Let me be clear in that it wasn't God condemning me or affirming my failure, but my own deep realization in the moment. The weight of life just bore down on me, and I felt an incredible disappointment with the life that I had lived to date, but I wasn’t hopeless. At the same time, I felt an incredible drive to cultivate a life of deep meaning--a life that I wouldn't regret when it really came time for me to pass on.
This is exactly why I see my wreck as one of the greatest blessings of my life, because it allowed me--it forced me, rather--to see my existence and my shortcomings honestly, and it was massively transformational. It was a rebirth of sorts, like instantaneously my life had become real and for it, I had become responsible. Responsible to live purposefully and gratefully. Responsible to cultivate and share love and what is life-giving. Responsible to bear the weight of my sinfulness. Responsible to befriend the truth. Responsible to live a life of meaning.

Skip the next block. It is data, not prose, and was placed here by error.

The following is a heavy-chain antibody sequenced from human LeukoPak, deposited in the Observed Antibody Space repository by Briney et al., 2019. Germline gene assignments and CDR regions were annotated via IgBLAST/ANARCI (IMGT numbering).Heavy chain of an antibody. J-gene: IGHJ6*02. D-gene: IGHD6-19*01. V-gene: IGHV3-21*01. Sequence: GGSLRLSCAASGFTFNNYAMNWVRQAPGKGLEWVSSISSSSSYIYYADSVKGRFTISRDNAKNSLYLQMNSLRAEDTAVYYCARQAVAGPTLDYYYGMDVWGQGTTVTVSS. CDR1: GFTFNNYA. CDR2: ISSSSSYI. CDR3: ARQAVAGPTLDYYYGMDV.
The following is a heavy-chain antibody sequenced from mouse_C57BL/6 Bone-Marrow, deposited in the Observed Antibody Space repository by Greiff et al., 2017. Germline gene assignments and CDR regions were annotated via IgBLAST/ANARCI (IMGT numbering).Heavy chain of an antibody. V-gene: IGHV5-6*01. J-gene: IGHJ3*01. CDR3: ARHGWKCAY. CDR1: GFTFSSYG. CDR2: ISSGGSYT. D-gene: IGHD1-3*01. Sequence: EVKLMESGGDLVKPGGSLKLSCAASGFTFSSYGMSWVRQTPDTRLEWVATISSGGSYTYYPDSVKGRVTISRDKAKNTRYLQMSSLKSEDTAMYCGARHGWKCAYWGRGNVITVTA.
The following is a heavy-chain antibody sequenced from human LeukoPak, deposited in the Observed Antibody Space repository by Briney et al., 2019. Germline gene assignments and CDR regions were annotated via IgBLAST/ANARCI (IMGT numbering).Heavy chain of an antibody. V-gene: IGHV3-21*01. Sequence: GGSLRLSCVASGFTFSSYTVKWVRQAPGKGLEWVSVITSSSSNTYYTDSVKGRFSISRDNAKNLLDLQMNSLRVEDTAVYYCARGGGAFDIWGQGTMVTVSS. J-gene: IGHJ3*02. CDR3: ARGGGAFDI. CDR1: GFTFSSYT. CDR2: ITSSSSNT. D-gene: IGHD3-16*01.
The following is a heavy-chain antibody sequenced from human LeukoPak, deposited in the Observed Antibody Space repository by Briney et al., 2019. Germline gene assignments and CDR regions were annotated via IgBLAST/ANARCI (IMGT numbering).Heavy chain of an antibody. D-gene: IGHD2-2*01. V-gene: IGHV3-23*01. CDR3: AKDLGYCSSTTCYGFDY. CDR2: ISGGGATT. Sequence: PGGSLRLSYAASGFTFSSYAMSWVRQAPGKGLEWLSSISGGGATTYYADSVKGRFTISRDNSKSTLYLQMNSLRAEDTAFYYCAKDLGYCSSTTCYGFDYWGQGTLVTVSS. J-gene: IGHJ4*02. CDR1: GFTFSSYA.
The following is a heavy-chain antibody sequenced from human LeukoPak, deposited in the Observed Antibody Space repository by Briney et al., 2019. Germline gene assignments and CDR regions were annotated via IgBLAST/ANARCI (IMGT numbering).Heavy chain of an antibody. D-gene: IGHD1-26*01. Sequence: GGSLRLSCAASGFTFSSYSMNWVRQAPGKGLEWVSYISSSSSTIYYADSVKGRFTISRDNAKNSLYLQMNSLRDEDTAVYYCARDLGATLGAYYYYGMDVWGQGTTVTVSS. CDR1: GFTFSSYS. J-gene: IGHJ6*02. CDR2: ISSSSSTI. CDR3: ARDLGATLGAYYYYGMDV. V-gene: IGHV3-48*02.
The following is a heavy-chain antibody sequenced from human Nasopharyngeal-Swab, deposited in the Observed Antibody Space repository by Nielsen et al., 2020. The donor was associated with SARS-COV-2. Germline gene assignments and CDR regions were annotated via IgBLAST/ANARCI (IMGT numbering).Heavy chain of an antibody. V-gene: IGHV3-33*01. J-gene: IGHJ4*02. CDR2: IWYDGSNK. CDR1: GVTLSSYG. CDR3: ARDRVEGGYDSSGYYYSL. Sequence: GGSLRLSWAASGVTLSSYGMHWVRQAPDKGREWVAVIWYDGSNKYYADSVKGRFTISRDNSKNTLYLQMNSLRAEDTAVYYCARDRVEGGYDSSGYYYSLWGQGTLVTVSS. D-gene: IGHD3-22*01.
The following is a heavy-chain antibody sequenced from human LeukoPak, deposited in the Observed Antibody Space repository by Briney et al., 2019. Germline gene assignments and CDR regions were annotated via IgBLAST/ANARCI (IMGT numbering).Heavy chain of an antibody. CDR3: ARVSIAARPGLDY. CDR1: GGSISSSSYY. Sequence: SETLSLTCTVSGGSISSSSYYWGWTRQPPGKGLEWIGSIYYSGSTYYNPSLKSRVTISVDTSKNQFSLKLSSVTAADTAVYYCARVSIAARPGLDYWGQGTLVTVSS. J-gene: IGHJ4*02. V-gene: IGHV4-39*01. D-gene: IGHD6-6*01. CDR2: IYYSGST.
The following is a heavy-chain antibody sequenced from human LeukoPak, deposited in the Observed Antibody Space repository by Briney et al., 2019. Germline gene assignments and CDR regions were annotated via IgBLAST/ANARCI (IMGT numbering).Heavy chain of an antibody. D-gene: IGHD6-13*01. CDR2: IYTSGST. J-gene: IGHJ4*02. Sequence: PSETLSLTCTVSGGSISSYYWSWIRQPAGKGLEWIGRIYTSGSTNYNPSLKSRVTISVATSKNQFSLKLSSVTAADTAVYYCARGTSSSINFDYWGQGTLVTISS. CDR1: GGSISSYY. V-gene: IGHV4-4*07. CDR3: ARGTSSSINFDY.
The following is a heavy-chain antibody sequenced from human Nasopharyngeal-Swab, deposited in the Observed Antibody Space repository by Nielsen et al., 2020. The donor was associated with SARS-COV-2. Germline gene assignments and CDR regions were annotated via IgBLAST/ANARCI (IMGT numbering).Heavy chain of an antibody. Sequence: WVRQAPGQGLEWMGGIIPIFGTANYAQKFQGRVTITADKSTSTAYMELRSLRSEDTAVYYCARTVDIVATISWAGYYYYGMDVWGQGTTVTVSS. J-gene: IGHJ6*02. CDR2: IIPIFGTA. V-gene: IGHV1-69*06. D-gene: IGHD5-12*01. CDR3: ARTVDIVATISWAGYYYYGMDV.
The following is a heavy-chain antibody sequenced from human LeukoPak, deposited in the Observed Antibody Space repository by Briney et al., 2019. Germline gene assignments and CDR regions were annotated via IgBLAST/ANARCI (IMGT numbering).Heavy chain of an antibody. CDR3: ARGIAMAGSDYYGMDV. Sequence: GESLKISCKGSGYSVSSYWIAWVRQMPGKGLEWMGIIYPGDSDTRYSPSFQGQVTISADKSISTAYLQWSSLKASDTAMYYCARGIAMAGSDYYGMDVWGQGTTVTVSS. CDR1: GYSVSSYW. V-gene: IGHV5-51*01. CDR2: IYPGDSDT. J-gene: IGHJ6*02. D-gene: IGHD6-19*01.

But much like growing pains, responsibility is heavy--because if something is worth being responsible for, it means that whatever it is must be important, and that if important, there is the possibility of not living up to its importance, in other words, there is the possibility of failing.
Failure. It’s exactly what I felt those days following the accident.
Yet I’ve learned that it is just part of the game. Life is unendingly difficult. We will struggle and fail. We will fail at life. All of us. But this mustn't be bad news, because to get caught up therein is to miss the point entirely. The point is this: life isn't about me and it isn't about you either. It is about God and it is about Love--those divine mysteries that preceded each and every one of us--each and every being. If we can grasp this, really embody it and know it deeply, then we will choose our failures wisely, and that is my message. Be intentional. Choose your life and your failures, on purpose. Choose to serve a mission beyond yourself. Listen. Grow in love. And maybe, just maybe we will get to the end of our Earthly road and be pleased with our existence.